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The Janice Kim Files: Debating the Details

Friday June 24, 2016

by Janice Kim 3P2016.06.24-janiceKim

Andrew Feenberg has made illuminating and interesting points comparing and contrasting the recent match between AlphaGo and Lee Sedol, and the novelized match between Shusai and Kitani in the book The Master of Go.

There are differences in the modern feeling of go, and what go traditionally has been, and it is all about the details; the ones we focus on, and what they mean, are up for debate.

Feenberg suggests (Rational Play? The Master of Go vs. AlphaGo), as some observers in the book do, that move 121 was the central issue, a move away from the main center battle in order to take advantage of the time rules. Kawabata does spend a bit of time on it, but I’d say therein lies the issue for the Master: it’s not a central issue to the game itself.

For that reason, it may have the appearance of a modern attempt to take advantage of ‘fussy’ rules in order to win a game, at some cost to the meaning of the game. In fact, it may be much more insidious than that :), it’s a ‘modern’ way of extracting the maximum number of points whenever you can, without emotional involvement in what appears to be happening on the board at that moment as a battle between two human opponents. In this sense, the modern game is bringing a new, more nuanced sensibility to the concepts of “tempo” in games, specifically “sente” and “gote” in go.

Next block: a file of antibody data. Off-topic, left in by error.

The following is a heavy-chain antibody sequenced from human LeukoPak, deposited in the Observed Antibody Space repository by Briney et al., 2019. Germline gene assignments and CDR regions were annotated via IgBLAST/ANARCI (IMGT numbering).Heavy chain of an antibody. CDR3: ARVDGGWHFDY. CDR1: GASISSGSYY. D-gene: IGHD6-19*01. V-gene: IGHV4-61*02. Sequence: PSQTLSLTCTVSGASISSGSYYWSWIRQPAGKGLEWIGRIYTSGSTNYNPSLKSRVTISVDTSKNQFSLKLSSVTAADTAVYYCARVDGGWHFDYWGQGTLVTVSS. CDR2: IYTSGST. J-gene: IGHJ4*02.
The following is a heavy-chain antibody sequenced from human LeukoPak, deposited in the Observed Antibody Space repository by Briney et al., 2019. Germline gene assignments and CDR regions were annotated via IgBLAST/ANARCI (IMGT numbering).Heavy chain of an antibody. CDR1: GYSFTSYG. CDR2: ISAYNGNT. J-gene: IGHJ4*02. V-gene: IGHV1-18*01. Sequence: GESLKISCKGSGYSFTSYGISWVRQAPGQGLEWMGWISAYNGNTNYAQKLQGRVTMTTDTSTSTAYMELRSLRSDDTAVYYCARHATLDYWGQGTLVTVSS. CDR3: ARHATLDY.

The Master himself allows that it’s a question of timing, and his opponent may not be able to make that small forcing play later, depending on how the center battle goes. It possibly does throw him, as he later misses a crucial timing issue in that center battle (at this level, questions of who is the inferior player I think can’t be shown through one game, or one move in one game, and are beyond the scope of what can be argued through them). But this detail of what the Master actually said is lost as well, perhaps deliberately as it’s subtly suggested that the Master himself is now trying to “justify” an (ugly) move in an attempt to preserve the beauty of go, as if we have a lock on definitions of beauty, and 121 isn’t it, and the players themselves are telling us things about the game that they don’t understand.

If this were a modern game, there would be no question that White would lose a game without komi; there’s no reasonable chance that one top player can spot another Black no komi, the Master is almost certainly going to lose such a game precisely because of tradition. It’s interesting to me to note our human tendency to focus also on the score beyond winning and losing, as if the players would care if it was a 3 or 4 or 5 point loss, and play accordingly. Observers often say a resignation or a bigger loss is somehow indicative of a greater difference in skill exhibited between the players. It’s rare for someone to see that a great player, seeing he or she was behind, would make plays that were arguably better, but perhaps riskier and result in a greater loss.